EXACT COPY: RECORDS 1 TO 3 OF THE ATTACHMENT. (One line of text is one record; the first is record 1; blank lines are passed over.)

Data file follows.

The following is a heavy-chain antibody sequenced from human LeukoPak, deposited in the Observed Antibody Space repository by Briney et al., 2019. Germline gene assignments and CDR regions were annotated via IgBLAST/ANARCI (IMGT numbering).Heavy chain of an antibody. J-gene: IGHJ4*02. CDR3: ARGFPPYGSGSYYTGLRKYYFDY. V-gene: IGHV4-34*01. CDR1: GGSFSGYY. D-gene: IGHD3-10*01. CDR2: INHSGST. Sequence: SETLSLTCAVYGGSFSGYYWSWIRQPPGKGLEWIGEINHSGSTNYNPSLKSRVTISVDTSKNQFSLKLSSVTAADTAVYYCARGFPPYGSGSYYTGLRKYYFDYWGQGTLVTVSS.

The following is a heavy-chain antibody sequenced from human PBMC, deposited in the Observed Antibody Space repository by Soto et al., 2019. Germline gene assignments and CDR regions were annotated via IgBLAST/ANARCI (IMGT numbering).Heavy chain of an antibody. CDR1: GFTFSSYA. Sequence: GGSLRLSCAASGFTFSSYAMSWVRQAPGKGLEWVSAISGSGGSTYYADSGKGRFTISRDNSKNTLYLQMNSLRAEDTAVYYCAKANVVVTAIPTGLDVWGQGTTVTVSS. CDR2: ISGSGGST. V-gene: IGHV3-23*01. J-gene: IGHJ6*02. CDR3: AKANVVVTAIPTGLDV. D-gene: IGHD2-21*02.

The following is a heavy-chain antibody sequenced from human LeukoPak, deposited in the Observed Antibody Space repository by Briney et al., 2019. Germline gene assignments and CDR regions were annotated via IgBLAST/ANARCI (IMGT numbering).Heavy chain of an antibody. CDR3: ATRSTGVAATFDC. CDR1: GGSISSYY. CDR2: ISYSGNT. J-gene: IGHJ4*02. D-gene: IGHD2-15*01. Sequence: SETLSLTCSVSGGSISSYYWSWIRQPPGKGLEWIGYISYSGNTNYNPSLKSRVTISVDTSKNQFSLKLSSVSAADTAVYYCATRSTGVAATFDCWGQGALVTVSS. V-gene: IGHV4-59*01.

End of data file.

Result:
The following is a heavy-chain antibody sequenced from human LeukoPak, deposited in the Observed Antibody Space repository by Briney et al., 2019. Germline gene assignments and CDR regions were annotated via IgBLAST/ANARCI (IMGT numbering).Heavy chain of an antibody. J-gene: IGHJ4*02. CDR3: ARGFPPYGSGSYYTGLRKYYFDY. V-gene: IGHV4-34*01. CDR1: GGSFSGYY. D-gene: IGHD3-10*01. CDR2: INHSGST. Sequence: SETLSLTCAVYGGSFSGYYWSWIRQPPGKGLEWIGEINHSGSTNYNPSLKSRVTISVDTSKNQFSLKLSSVTAADTAVYYCARGFPPYGSGSYYTGLRKYYFDYWGQGTLVTVSS.

The following is a heavy-chain antibody sequenced from human PBMC, deposited in the Observed Antibody Space repository by Soto et al., 2019. Germline gene assignments and CDR regions were annotated via IgBLAST/ANARCI (IMGT numbering).Heavy chain of an antibody. CDR1: GFTFSSYA. Sequence: GGSLRLSCAASGFTFSSYAMSWVRQAPGKGLEWVSAISGSGGSTYYADSGKGRFTISRDNSKNTLYLQMNSLRAEDTAVYYCAKANVVVTAIPTGLDVWGQGTTVTVSS. CDR2: ISGSGGST. V-gene: IGHV3-23*01. J-gene: IGHJ6*02. CDR3: AKANVVVTAIPTGLDV. D-gene: IGHD2-21*02.

The following is a heavy-chain antibody sequenced from human LeukoPak, deposited in the Observed Antibody Space repository by Briney et al., 2019. Germline gene assignments and CDR regions were annotated via IgBLAST/ANARCI (IMGT numbering).Heavy chain of an antibody. CDR3: ATRSTGVAATFDC. CDR1: GGSISSYY. CDR2: ISYSGNT. J-gene: IGHJ4*02. D-gene: IGHD2-15*01. Sequence: SETLSLTCSVSGGSISSYYWSWIRQPPGKGLEWIGYISYSGNTNYNPSLKSRVTISVDTSKNQFSLKLSSVSAADTAVYYCATRSTGVAATFDCWGQGALVTVSS. V-gene: IGHV4-59*01.